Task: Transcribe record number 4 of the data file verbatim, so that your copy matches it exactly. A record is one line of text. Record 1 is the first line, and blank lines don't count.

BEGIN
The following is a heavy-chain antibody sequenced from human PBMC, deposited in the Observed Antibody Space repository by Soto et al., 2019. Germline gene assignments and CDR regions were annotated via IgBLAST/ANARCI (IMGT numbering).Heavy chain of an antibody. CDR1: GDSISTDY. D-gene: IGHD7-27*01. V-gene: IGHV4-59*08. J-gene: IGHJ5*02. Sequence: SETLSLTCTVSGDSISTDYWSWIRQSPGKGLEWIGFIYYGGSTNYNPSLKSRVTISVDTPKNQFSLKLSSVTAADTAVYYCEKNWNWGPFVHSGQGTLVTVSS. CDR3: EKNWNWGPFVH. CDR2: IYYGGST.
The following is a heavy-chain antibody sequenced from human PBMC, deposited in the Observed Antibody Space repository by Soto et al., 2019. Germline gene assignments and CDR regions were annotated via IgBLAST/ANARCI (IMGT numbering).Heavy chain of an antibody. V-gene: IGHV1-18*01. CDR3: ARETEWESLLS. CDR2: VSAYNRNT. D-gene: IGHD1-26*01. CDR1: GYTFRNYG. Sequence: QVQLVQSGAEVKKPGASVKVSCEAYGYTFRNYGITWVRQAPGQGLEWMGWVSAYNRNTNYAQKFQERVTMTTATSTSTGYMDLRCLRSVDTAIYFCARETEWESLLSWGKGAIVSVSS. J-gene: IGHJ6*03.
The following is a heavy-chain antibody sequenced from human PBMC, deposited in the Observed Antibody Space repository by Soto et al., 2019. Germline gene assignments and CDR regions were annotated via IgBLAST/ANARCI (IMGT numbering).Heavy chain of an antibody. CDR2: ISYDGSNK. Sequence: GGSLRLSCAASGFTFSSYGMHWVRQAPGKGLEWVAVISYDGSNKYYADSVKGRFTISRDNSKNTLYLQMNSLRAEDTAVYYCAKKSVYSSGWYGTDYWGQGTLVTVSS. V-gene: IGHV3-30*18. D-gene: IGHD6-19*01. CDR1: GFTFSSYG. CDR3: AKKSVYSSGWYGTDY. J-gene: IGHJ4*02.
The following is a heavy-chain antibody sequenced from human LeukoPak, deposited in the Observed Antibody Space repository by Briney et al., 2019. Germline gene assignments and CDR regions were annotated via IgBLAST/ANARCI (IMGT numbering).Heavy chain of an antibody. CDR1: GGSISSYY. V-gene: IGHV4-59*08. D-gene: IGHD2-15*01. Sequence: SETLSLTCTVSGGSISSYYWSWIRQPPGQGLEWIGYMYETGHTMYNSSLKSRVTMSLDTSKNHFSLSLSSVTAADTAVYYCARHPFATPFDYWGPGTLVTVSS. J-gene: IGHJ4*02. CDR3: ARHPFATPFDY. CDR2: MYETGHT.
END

The following is a heavy-chain antibody sequenced from human LeukoPak, deposited in the Observed Antibody Space repository by Briney et al., 2019. Germline gene assignments and CDR regions were annotated via IgBLAST/ANARCI (IMGT numbering).Heavy chain of an antibody. CDR1: GGSISSYY. V-gene: IGHV4-59*08. D-gene: IGHD2-15*01. Sequence: SETLSLTCTVSGGSISSYYWSWIRQPPGQGLEWIGYMYETGHTMYNSSLKSRVTMSLDTSKNHFSLSLSSVTAADTAVYYCARHPFATPFDYWGPGTLVTVSS. J-gene: IGHJ4*02. CDR3: ARHPFATPFDY. CDR2: MYETGHT.